Set up proper analytic goals and funnels.
Complete the advanced course.
JustFitness.io is open for registration. The next step is to email the addresses I've collected from the beginning of the journey and spread the word. The biggest lesson came from realizing that the tasks will not get done unless I put in the effort. Time management is critical to productivity.
Stripe for payment processing was a breeze to set up and test.
The JustFitness.io is finally at the point where I can use it during my normal workouts. There's a huge difference between using a fitness app at home during testing and at the gym. The UX isn't as great as I thought it would be, but it's exciting to have created something of value. Of the email addresses I've collected, there are only 5 regular users excluding myself. This might be tougher than I imagined.
Since this projects inception, I gathered emails in person as I traveled the country for work. The IH podcast emphasized speaking with potential clients so that's what I did from day one. I know it's not a lot and I realize that the vast majority won't convert to paying customers, but I'll take it as a win.
Next step: Continue Testing.
I discovered that the release GymTools.io did not prepare me for the depth to knowledge I needed for Just Fitness. Everything I had up to this point was local. I needed to find a way to use the app at the gym. I cannot spin up a server at home because my only way of internet access is through my phone. (Preparing to become a Digital Nomad ). I'm going to have to put it out to the world in a restricted state.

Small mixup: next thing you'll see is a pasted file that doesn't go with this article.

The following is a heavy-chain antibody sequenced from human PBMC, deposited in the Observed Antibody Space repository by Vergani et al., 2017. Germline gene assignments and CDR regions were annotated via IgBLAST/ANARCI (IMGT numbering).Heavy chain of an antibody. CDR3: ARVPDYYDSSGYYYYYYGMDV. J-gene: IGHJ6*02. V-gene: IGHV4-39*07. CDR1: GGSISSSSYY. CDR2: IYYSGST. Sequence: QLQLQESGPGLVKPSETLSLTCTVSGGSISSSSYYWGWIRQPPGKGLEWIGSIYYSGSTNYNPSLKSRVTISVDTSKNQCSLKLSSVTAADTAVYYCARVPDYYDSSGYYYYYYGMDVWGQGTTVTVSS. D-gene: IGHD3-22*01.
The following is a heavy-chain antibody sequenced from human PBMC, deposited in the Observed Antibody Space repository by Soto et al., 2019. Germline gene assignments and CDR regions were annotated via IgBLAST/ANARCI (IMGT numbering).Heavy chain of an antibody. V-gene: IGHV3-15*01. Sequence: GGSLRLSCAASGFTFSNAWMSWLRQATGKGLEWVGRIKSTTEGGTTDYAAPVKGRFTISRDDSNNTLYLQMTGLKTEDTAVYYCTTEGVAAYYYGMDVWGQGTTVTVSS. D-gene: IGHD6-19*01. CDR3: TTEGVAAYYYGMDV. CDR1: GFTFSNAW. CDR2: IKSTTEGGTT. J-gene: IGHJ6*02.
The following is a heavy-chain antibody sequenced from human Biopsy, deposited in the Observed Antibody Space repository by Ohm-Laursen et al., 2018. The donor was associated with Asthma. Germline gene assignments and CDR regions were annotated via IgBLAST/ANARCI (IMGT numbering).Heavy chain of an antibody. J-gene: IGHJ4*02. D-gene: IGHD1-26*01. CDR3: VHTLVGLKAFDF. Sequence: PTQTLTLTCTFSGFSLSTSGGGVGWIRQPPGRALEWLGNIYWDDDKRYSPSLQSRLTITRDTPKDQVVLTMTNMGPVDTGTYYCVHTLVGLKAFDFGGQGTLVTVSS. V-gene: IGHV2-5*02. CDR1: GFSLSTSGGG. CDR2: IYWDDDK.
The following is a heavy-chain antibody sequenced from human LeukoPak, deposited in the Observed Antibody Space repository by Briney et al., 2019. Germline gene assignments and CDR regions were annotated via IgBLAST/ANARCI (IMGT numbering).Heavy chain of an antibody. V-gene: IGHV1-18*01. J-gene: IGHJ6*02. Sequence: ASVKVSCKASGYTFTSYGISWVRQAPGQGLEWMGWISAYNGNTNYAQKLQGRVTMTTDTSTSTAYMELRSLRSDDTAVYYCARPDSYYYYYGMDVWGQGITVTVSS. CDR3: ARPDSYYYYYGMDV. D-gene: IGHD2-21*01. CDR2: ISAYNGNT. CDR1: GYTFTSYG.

Problem: I need to test it in the wild.
I build a companion app over the weekend to dip my feet in the launch water. To be honest, I don't know what I was afraid of.
I built this app in flutter the previous year but never released it to the Play or iOS stores.
It was interesting to see how far I've come.
Note: This app is buggy for iOS.
Its purpose was to show me what to expect in launching a PWA. I haven't removed the bugs due to my focus on the main app.
Solution: Publish something smaller.
I made significant progress at this point.
I had learned to build a REST API and soon after discovered and implemented Graphql instead.
NoSql vs SQL research let me to learning PostgreSQL.
Client to server to database communication achieved.
One step closer.
Holy smokes. I can do this.
A couple issues sprang up than needed to be addressed.
You shouldn't have to tap on your phone 250+ times to plan a 6-day body split. JustFitness.io is a progressive web app designed with the flexibility of a notebook and the data analysis capability of a spreadsheet.